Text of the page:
When realistic adventure comic strips appeared in the newspapers, it was a big change from the line-dominated cartoon style that had prevailed until then.
One of the pioneers of adventure comics was Milton Caniff (1907-1988). Caniff used dramatic blacks, applied with a brush, providing an opportunity to sink some forms into silhouette, or present mysterious lighting effects. He took some of his inspiration from work he saw in book illustrations.
Milt Caniff's studio mate was Noel Sickles (1910-1982), who had drawn an adventure strip called Scorchy Smith. Sickles was always interested in dramatic, realistic storytelling. He showed Caniff "a set of illustrations by Harold Von Schmidt for Willa Cather's Death Comes for the Archbishop—employing lush black brushwork, defining objects by shadows as much as outlines—Sickles introduced ultra-realism and impressionistic linework to the comics." The quote is from America's Great Comic-Strip Artists, by Richard Marschall.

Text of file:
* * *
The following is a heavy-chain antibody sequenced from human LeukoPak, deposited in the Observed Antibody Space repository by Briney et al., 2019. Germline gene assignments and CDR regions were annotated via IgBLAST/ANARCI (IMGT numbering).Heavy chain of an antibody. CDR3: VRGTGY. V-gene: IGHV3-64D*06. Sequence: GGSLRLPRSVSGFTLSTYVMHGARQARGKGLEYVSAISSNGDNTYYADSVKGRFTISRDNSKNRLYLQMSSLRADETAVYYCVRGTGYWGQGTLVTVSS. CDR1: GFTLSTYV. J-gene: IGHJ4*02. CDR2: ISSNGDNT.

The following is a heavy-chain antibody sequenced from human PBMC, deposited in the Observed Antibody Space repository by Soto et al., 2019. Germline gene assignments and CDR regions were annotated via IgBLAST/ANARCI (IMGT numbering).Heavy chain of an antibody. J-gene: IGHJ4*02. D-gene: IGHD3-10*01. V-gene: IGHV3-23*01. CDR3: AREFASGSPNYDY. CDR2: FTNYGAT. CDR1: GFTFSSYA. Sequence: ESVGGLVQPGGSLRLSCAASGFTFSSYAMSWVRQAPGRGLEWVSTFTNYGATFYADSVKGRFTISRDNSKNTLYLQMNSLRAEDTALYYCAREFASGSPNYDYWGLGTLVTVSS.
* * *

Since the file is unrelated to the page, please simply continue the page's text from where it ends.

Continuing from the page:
When Von Schmidt (1893-1982) undertook to illustrate the lavish 1929 edition of Cather's book, he took six months off his magazine illustration career and traveled to the American southwest to see the frontier settings of Cather's book. He produced over 60 black and white illustrations, using a brush and ink style where he grouped the cast shadows with the shadow side of the form to create mysterious shapes.
More examples of Von Schmidt's work at Jim V.'s Illustrators website
Death Comes for the Archbishop